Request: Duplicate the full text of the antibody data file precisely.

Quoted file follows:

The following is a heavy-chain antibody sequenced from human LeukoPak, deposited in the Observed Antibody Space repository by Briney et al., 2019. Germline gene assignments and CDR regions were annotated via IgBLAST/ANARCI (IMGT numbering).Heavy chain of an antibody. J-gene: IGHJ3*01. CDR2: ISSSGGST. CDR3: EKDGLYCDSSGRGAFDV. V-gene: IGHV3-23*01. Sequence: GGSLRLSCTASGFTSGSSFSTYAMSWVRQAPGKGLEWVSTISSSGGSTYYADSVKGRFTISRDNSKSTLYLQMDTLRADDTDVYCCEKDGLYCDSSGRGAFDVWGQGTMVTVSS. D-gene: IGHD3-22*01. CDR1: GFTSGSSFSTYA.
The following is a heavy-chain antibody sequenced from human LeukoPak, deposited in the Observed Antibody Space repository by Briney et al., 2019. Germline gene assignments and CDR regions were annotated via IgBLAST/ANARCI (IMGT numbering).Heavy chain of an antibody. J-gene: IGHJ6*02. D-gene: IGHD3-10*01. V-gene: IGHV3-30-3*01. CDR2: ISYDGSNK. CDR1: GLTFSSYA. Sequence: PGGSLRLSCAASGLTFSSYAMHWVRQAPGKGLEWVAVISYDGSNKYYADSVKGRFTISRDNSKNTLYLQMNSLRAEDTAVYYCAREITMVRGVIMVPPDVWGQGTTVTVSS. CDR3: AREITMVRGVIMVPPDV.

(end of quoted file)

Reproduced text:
The following is a heavy-chain antibody sequenced from human LeukoPak, deposited in the Observed Antibody Space repository by Briney et al., 2019. Germline gene assignments and CDR regions were annotated via IgBLAST/ANARCI (IMGT numbering).Heavy chain of an antibody. J-gene: IGHJ3*01. CDR2: ISSSGGST. CDR3: EKDGLYCDSSGRGAFDV. V-gene: IGHV3-23*01. Sequence: GGSLRLSCTASGFTSGSSFSTYAMSWVRQAPGKGLEWVSTISSSGGSTYYADSVKGRFTISRDNSKSTLYLQMDTLRADDTDVYCCEKDGLYCDSSGRGAFDVWGQGTMVTVSS. D-gene: IGHD3-22*01. CDR1: GFTSGSSFSTYA.
The following is a heavy-chain antibody sequenced from human LeukoPak, deposited in the Observed Antibody Space repository by Briney et al., 2019. Germline gene assignments and CDR regions were annotated via IgBLAST/ANARCI (IMGT numbering).Heavy chain of an antibody. J-gene: IGHJ6*02. D-gene: IGHD3-10*01. V-gene: IGHV3-30-3*01. CDR2: ISYDGSNK. CDR1: GLTFSSYA. Sequence: PGGSLRLSCAASGLTFSSYAMHWVRQAPGKGLEWVAVISYDGSNKYYADSVKGRFTISRDNSKNTLYLQMNSLRAEDTAVYYCAREITMVRGVIMVPPDVWGQGTTVTVSS. CDR3: AREITMVRGVIMVPPDV.